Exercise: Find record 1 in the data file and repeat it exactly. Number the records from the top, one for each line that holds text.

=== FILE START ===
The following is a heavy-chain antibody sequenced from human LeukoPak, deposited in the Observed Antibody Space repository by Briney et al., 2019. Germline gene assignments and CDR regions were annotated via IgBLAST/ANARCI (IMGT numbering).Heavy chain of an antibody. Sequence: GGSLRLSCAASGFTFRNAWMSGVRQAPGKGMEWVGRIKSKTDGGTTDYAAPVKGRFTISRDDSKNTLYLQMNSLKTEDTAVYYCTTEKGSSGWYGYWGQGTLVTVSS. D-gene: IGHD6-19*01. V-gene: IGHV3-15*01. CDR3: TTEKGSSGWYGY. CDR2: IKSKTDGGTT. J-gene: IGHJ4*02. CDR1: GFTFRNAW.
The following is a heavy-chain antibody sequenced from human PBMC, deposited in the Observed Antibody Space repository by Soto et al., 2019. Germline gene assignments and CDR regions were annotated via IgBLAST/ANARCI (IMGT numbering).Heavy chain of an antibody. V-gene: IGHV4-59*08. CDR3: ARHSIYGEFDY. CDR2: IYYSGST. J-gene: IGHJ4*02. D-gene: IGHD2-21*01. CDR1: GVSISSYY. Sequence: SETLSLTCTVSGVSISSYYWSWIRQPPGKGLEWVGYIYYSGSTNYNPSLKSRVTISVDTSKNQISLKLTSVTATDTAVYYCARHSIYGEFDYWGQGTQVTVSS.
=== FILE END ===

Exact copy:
The following is a heavy-chain antibody sequenced from human LeukoPak, deposited in the Observed Antibody Space repository by Briney et al., 2019. Germline gene assignments and CDR regions were annotated via IgBLAST/ANARCI (IMGT numbering).Heavy chain of an antibody. Sequence: GGSLRLSCAASGFTFRNAWMSGVRQAPGKGMEWVGRIKSKTDGGTTDYAAPVKGRFTISRDDSKNTLYLQMNSLKTEDTAVYYCTTEKGSSGWYGYWGQGTLVTVSS. D-gene: IGHD6-19*01. V-gene: IGHV3-15*01. CDR3: TTEKGSSGWYGY. CDR2: IKSKTDGGTT. J-gene: IGHJ4*02. CDR1: GFTFRNAW.